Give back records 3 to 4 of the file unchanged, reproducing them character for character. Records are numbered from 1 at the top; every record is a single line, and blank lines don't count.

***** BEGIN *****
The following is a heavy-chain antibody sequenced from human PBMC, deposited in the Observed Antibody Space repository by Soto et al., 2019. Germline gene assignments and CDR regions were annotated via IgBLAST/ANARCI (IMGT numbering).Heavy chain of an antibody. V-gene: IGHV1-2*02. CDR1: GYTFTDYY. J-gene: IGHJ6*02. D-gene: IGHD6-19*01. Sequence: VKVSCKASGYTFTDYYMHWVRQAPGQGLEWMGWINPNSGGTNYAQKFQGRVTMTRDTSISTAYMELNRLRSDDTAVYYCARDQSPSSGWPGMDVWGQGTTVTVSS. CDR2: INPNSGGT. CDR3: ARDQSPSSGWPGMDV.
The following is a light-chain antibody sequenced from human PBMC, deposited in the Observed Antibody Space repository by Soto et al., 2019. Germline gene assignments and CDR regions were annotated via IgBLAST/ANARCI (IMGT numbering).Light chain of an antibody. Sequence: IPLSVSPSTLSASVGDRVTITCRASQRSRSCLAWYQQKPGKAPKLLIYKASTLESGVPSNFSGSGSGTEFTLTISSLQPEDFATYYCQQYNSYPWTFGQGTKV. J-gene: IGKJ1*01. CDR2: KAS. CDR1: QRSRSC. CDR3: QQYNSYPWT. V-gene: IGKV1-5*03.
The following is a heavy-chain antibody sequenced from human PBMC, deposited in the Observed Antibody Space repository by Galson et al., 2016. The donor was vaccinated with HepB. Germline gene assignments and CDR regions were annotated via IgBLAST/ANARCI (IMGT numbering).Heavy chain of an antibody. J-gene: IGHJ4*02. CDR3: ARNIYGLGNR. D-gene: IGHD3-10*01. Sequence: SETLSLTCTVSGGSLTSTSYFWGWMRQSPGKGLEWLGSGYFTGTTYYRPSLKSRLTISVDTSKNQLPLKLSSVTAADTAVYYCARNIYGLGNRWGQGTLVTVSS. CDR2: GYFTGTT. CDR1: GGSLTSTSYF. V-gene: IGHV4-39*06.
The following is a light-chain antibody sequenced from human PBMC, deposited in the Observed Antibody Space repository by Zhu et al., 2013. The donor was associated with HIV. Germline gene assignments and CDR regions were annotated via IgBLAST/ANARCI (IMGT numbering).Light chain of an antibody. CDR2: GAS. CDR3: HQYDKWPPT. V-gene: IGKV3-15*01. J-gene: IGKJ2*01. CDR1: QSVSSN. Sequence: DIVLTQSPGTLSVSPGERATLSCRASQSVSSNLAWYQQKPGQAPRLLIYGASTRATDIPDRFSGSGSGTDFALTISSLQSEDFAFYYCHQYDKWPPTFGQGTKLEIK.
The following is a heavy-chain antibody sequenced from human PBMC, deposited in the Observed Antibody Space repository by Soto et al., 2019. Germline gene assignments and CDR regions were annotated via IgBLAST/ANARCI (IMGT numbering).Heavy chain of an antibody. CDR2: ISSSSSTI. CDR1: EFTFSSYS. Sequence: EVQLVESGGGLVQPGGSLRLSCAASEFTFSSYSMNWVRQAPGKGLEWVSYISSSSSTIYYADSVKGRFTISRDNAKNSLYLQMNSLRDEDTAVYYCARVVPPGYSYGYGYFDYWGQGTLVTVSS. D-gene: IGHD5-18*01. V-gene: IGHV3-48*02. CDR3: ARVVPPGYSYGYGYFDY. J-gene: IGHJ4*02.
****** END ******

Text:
The following is a heavy-chain antibody sequenced from human PBMC, deposited in the Observed Antibody Space repository by Galson et al., 2016. The donor was vaccinated with HepB. Germline gene assignments and CDR regions were annotated via IgBLAST/ANARCI (IMGT numbering).Heavy chain of an antibody. J-gene: IGHJ4*02. CDR3: ARNIYGLGNR. D-gene: IGHD3-10*01. Sequence: SETLSLTCTVSGGSLTSTSYFWGWMRQSPGKGLEWLGSGYFTGTTYYRPSLKSRLTISVDTSKNQLPLKLSSVTAADTAVYYCARNIYGLGNRWGQGTLVTVSS. CDR2: GYFTGTT. CDR1: GGSLTSTSYF. V-gene: IGHV4-39*06.
The following is a light-chain antibody sequenced from human PBMC, deposited in the Observed Antibody Space repository by Zhu et al., 2013. The donor was associated with HIV. Germline gene assignments and CDR regions were annotated via IgBLAST/ANARCI (IMGT numbering).Light chain of an antibody. CDR2: GAS. CDR3: HQYDKWPPT. V-gene: IGKV3-15*01. J-gene: IGKJ2*01. CDR1: QSVSSN. Sequence: DIVLTQSPGTLSVSPGERATLSCRASQSVSSNLAWYQQKPGQAPRLLIYGASTRATDIPDRFSGSGSGTDFALTISSLQSEDFAFYYCHQYDKWPPTFGQGTKLEIK.